Negotiators agree on raise of 5% for prison guards, public-safety personnel Same request likely for all employed by Maryland

October 07, 1997|By Thomas W. Waldron | Thomas W. Waldron,SUN STAFF

Concluding the first round of collective bargaining for state employees, negotiators agreed yesterday on a pay raise of about 5 percent for some 8,000 prison guards and other public-safety personnel.

The proposal would give each employee an additional $1,275 annually, and state officials said Gov. Parris N. Glendening will likely propose the same pay boost for all 72,000 state employees.

That $1,275 increase, which must be approved by the General Assembly, would give the average state worker a 3.5 percent pay raise, at a cost to taxpayers of $56 million next year.

Glendening, who launched the bargaining process for state employees with an executive order last year, called the agreement "historic."

"The successful completion of these negotiations will result in a fair and responsible cost-of-living adjustment for the hard-working men and women who put their lives on the line every day in Maryland correctional facilities," Glendening said in a statement.

The governor's 1996 executive order came only weeks after the General Assembly had defeated legislation to give state workers collective bargaining, something they had sought for decades.

Legislators protested that the governor had ignored the Assembly's wishes by issuing the order.

A coalition of three leading business groups in the state filed a lawsuit to overturn the order, saying Glendening had overstepped his constitutional authority.

The suit was dismissed by a trial judge, but the business groups have taken the case to the Maryland Court of Appeals, where a decision is pending.

State negotiators reached the agreement with representatives of a coalition of the American Federation of State, County and Municipal Employees and the International Brotherhood of Teamsters.

The agreement must be ratified by the bargaining unit's membership, but AFSCME leaders praised the tentative pact.

"I think it's a good and fair settlement," said Diane L. King, spokeswoman for AFSCME Council 92. "This is a first step in fixing the inequities that have been presented to state employees over the last several years in inadequate or nonexistent pay raises."

State workers have received only two cost-of-living pay increases -- totaling 5 percent -- in the last seven years.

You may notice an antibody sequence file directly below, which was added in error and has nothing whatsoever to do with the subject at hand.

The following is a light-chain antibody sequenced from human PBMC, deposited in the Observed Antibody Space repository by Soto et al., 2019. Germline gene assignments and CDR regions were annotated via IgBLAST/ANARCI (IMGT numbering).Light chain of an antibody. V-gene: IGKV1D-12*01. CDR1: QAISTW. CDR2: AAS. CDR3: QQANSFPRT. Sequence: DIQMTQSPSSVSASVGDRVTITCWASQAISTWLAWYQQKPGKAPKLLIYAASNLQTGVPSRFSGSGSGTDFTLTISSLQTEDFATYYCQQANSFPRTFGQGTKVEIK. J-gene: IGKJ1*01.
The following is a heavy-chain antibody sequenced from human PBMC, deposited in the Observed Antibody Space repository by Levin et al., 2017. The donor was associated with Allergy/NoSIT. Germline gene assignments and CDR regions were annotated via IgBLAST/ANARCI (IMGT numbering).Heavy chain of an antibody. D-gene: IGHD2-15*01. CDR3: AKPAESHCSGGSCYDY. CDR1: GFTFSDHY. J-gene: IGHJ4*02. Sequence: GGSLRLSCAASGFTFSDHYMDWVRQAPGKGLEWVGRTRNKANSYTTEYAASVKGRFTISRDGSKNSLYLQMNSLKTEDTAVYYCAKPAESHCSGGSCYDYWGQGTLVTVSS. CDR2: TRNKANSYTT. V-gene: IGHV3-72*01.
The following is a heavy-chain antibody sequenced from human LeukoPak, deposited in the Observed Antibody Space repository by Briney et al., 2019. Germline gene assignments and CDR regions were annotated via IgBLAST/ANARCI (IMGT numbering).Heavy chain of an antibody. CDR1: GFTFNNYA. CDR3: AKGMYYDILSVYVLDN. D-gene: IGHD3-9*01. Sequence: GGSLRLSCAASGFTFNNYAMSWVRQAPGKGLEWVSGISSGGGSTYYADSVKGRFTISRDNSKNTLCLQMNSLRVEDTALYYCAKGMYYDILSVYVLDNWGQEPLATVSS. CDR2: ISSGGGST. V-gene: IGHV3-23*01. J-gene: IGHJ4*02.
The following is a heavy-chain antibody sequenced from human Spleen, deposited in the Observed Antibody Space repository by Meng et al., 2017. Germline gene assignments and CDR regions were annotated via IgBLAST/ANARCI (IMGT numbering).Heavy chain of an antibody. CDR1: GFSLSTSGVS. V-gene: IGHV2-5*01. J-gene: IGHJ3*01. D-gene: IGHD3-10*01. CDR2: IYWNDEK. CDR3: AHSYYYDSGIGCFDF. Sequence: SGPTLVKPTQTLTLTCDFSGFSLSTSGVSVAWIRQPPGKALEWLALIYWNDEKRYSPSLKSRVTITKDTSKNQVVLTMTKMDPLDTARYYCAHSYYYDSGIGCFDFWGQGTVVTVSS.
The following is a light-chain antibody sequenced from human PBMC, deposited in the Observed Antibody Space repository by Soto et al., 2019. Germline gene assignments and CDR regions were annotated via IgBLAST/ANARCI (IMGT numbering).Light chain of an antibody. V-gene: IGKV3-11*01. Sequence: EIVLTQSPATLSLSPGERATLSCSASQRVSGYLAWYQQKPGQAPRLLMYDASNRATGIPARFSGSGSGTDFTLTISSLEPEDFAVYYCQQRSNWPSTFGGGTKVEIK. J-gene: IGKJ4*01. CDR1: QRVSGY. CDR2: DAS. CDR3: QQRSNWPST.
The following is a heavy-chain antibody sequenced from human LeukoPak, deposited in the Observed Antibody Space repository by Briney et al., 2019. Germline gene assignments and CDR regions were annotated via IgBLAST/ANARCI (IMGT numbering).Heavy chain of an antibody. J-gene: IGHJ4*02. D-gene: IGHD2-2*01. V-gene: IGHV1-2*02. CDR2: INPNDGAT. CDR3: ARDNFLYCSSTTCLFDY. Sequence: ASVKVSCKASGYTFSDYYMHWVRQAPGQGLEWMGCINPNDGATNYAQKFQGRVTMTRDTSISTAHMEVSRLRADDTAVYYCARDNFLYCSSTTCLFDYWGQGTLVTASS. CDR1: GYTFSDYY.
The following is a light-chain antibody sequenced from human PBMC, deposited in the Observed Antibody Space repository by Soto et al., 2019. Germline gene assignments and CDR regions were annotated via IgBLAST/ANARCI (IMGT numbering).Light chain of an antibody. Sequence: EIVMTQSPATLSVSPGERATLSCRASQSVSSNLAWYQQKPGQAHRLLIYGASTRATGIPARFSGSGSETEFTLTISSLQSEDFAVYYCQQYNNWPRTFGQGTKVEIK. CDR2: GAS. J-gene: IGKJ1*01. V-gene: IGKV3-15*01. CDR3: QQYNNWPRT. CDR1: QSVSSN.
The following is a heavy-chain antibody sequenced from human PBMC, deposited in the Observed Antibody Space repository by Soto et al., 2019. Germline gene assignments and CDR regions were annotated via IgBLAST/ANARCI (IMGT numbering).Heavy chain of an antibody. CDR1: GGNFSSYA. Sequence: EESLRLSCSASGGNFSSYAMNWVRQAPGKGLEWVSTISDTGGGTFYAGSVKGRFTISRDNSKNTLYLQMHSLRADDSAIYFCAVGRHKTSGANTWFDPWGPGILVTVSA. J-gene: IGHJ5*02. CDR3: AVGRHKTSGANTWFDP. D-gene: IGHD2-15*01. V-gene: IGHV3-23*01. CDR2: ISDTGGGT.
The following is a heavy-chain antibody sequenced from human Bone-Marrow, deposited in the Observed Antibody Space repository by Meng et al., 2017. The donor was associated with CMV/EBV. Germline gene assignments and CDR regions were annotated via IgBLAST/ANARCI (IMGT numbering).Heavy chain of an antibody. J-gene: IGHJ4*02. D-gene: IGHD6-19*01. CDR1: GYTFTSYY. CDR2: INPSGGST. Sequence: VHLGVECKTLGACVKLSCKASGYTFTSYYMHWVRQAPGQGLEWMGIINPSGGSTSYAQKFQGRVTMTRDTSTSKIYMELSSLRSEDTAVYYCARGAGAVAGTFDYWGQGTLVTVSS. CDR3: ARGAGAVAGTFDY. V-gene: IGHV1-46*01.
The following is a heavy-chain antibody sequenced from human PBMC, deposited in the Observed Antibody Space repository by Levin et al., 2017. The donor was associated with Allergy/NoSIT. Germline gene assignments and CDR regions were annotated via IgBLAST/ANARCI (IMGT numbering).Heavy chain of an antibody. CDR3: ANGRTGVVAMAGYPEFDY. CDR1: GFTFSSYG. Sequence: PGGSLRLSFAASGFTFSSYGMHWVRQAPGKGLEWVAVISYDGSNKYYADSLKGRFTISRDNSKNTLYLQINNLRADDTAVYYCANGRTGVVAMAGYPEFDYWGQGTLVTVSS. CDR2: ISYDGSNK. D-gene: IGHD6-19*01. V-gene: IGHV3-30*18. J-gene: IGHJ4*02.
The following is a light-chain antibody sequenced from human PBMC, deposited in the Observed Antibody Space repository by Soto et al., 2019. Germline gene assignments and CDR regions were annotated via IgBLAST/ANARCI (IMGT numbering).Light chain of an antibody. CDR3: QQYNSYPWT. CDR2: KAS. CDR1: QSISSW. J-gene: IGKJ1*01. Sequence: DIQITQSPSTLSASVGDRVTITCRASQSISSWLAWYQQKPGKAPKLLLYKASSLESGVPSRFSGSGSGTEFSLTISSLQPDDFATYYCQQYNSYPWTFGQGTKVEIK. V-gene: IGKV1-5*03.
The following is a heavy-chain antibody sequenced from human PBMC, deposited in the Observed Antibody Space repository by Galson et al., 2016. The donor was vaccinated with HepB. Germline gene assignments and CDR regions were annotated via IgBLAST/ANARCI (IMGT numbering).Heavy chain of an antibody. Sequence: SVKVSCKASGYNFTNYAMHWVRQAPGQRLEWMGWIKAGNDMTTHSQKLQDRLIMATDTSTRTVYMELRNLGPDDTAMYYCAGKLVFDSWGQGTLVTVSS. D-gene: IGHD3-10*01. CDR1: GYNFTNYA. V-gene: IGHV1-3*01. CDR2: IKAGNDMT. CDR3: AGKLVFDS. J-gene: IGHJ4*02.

Under the agreement reached yesterday, each employee would receive a pay raise of $1,275 in each of the next two years.

Negotiators agreed on the flat sum approach to give the biggest raises to employees earning the lowest salaries.

Any pay raise must be approved by the General Assembly during its annual budget deliberations, which will begin in January.

Del. Maggie L. McIntosh, a Baltimore Democrat who heads an Appropriations subcommittee that oversees state personnel issues, called the proposed pay raise "fair and reasonable."

But Del. Robert H. Kittleman, head of the House Republican caucus, said the proposal is "bad news."

"Last year, they were talking 2 or 3 percent raises," said Kittleman, of Howard County. "This is not a good start."

On top of the boost, many workers in the public-safety unit will also receive as much as 2.5 percent more in salary, thanks to a lengthening of the paid work day.

The agreement calls for a 12-minute paid roll call preceding the normal eight-hour shift at all facilities, a provision that will cost about $3.3 million annually, state budget Secretary Frederick W. Puddester said.

Some institutions now have no paid roll-call time, while others have a six-minute period.

Puddester and union leaders said the change gives workers a better chance to learn about trouble spots in the prisons.

"It provides for increased safety for the public, as well as the people working in the facility," said AFSCME's King.

The agreement also calls for the creation of labor-management groups, and it gives workers two days a year of bereavement leave. They now receive none.

The legislature will also have to consider some of the proposed workplace rule changes.

Pub Date: 10/07/97

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